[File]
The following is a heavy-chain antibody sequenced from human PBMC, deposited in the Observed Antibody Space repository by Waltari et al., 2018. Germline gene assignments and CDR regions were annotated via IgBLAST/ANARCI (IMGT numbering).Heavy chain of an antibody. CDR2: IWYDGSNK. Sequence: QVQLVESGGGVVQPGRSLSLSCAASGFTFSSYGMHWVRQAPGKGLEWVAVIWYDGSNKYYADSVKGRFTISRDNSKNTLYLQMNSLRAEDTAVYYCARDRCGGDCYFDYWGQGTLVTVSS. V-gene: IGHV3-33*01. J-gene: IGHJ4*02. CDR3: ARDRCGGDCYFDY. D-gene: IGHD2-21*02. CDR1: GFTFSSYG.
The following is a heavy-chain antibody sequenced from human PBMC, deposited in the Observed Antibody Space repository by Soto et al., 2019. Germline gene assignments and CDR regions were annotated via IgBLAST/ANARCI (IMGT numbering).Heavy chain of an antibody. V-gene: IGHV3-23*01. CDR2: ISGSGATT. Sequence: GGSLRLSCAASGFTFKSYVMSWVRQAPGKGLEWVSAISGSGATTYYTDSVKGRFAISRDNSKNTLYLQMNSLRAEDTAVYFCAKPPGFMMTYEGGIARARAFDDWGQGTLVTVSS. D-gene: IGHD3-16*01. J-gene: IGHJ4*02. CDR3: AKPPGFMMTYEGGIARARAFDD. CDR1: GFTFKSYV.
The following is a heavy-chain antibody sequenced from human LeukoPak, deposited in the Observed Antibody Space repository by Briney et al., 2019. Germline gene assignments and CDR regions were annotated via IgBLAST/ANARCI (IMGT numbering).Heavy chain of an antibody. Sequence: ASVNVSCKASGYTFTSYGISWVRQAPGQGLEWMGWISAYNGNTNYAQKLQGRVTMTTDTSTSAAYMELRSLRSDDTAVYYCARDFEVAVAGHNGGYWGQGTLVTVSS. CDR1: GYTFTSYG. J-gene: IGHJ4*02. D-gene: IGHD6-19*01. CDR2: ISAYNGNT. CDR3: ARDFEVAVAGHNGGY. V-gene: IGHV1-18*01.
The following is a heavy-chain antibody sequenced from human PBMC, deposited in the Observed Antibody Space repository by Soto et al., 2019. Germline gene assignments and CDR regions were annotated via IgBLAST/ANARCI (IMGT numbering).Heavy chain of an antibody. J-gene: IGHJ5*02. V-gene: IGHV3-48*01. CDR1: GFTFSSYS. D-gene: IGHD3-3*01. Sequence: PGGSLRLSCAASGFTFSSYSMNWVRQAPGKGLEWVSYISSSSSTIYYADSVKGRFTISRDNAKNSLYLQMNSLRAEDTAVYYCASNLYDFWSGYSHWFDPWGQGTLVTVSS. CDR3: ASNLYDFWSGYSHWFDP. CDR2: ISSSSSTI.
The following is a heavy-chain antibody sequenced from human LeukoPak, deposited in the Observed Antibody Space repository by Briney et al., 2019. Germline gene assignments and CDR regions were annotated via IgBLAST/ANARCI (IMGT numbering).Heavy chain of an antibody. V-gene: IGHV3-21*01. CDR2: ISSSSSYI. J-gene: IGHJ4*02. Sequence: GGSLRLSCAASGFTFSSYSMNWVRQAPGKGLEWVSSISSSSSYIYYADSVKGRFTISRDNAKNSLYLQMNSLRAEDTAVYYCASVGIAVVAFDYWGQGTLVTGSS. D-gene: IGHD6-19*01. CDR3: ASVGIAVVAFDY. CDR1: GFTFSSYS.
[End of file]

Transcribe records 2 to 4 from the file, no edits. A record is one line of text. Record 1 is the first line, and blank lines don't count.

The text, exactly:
The following is a heavy-chain antibody sequenced from human PBMC, deposited in the Observed Antibody Space repository by Soto et al., 2019. Germline gene assignments and CDR regions were annotated via IgBLAST/ANARCI (IMGT numbering).Heavy chain of an antibody. V-gene: IGHV3-23*01. CDR2: ISGSGATT. Sequence: GGSLRLSCAASGFTFKSYVMSWVRQAPGKGLEWVSAISGSGATTYYTDSVKGRFAISRDNSKNTLYLQMNSLRAEDTAVYFCAKPPGFMMTYEGGIARARAFDDWGQGTLVTVSS. D-gene: IGHD3-16*01. J-gene: IGHJ4*02. CDR3: AKPPGFMMTYEGGIARARAFDD. CDR1: GFTFKSYV.
The following is a heavy-chain antibody sequenced from human LeukoPak, deposited in the Observed Antibody Space repository by Briney et al., 2019. Germline gene assignments and CDR regions were annotated via IgBLAST/ANARCI (IMGT numbering).Heavy chain of an antibody. Sequence: ASVNVSCKASGYTFTSYGISWVRQAPGQGLEWMGWISAYNGNTNYAQKLQGRVTMTTDTSTSAAYMELRSLRSDDTAVYYCARDFEVAVAGHNGGYWGQGTLVTVSS. CDR1: GYTFTSYG. J-gene: IGHJ4*02. D-gene: IGHD6-19*01. CDR2: ISAYNGNT. CDR3: ARDFEVAVAGHNGGY. V-gene: IGHV1-18*01.
The following is a heavy-chain antibody sequenced from human PBMC, deposited in the Observed Antibody Space repository by Soto et al., 2019. Germline gene assignments and CDR regions were annotated via IgBLAST/ANARCI (IMGT numbering).Heavy chain of an antibody. J-gene: IGHJ5*02. V-gene: IGHV3-48*01. CDR1: GFTFSSYS. D-gene: IGHD3-3*01. Sequence: PGGSLRLSCAASGFTFSSYSMNWVRQAPGKGLEWVSYISSSSSTIYYADSVKGRFTISRDNAKNSLYLQMNSLRAEDTAVYYCASNLYDFWSGYSHWFDPWGQGTLVTVSS. CDR3: ASNLYDFWSGYSHWFDP. CDR2: ISSSSSTI.